Still, while some nominees have navigated the diversity controversy with relative ease, for others the injection of the hot-button topic of race into Oscar season has created a minefield. When supporting actress nominee Charlotte Rampling suggested in a French radio interview that the backlash was "racist to whites," her comments went viral and she soon walked them back.
At the Golden Globes, Stallone, a supporting actor nominee for "Creed," neglected to thank that film's black director,
At the nominees luncheon, Stallone told reporters he had asked Coogler whether he should attend the Oscars or not. "He said, 'I want you to go,'" Stallone said. "That's the kind of guy he is. He wanted me to stand up for the film."
Coogler himself won't be at the Osars, however. A director with a nominated actor in the race typically would attend the ceremony, but Coogler will instead join director Ava DuVernay — who many felt was snubbed for "Selma" last year — and others in Flint, Mich., for a benefit aimed at supporting that city's residents as they suffer through an ongoing water crisis. (Coogler has said the timing is coincidental.)
Some involved in this year's Oscar campaign feel the #OscarsSoWhite firestorm has been unfair to this year's crop of nominees, putting their achievements under a vague shadow. At the same time, many older rank-and-file academy members harbor their own feelings of anger, arguing they've been wrongly tarred with a brush of racism. Some believe the academy overreacted and created an unnecessary sense of crisis.
"A crisis? Syria is a crisis. Donald Trump is a crisis," said one longtime academy member, who asked to remain anonymous so as not to be seen publicly criticizing the academy's leadership. "This is not a crisis. It's a fixable problem of perception."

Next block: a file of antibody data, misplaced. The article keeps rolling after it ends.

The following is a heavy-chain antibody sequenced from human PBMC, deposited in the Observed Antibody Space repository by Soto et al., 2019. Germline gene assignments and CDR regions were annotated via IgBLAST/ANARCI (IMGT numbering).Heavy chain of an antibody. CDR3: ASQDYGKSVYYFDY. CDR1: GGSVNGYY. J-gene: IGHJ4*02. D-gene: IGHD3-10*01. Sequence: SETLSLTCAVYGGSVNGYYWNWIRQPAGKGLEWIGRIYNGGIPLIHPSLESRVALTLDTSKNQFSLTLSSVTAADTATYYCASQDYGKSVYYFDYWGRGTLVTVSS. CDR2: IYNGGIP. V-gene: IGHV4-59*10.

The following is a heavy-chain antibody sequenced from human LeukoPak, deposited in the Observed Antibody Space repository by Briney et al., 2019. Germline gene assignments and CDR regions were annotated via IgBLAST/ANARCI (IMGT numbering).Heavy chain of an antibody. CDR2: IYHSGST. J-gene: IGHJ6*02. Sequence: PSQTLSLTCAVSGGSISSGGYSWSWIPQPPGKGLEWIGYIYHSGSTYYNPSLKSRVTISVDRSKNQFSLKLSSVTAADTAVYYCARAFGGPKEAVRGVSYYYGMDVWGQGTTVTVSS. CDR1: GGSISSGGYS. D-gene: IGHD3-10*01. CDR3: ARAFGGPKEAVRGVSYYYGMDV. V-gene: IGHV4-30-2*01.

Longtime Oscar watchers say some particularly aggrieved academy members may abstain from voting this year or sit out the ceremony, which will be hosted by comedian Chris Rock, as a form of quiet protest.
"I've heard several say they're not going," one academy member told The Times. "I don't want to go. I don't want to be in the room when Chris Rock tries to be funny about something that is not funny."
But as difficult to navigate and contentious as it has been at times, many in Hollywood — this year's nominees included — think this year's #OscarsSoWhite firestorm ultimately has been both healthy and necessary.
"I think when it started off, it was a little charged," Tom McCarthy, director of best picture nominee "Spotlight," told The Times at the Directors Guild Awards. "Now I think it's come into focus a little bit and we're saying, 'Yeah, we've got to make changes. We all know that. What can each of us individually do and how do we own that?' It shouldn't be a negative thing. It should be a positive thing."
As Sunday's telecast draws closer, the conversation surrounding the awards race has inevitably started to shift toward prognostication of winners and losers. There are, after all, office Oscar pools to be entered, and the fact is, unlike in many past years, there is quite a bit of uncertainty about the eventual outcome at least for the biggest prize, best picture, with most seeing a three-way race among "Spotlight," "The Revenant" and "The Big Short."
Still, when Rock takes the stage at the Dolby Theatre, the #OscarsSoWhite controversy is certain to be on the minds of those both inside the room and watching at home. "Normally, the Oscars are just the Oscars," said Todd Boyd, professor of cinema and media studies at the USC School of Cinematic Arts. "But this year they have come to stand in for this larger debate about race in society."
How exactly Rock will wade into that debate is anyone's guess. But as a stand-up comic, actor and filmmaker, tackling the elephant in the room head-on has long been his stock in trade.
"I think Chris is the perfect host for this year," said one awards consultant. "Hopefully, that energy and that irreverence that he brings will kick things off and everyone will enjoy the show for the celebration of achievement in film it really is and not worry about: 'Are we being politically correct?' If those first 20 minutes are cooking, we'll all be fine."
Times staff writers Amy Kaufman and Glenn Whipp contributed to this report.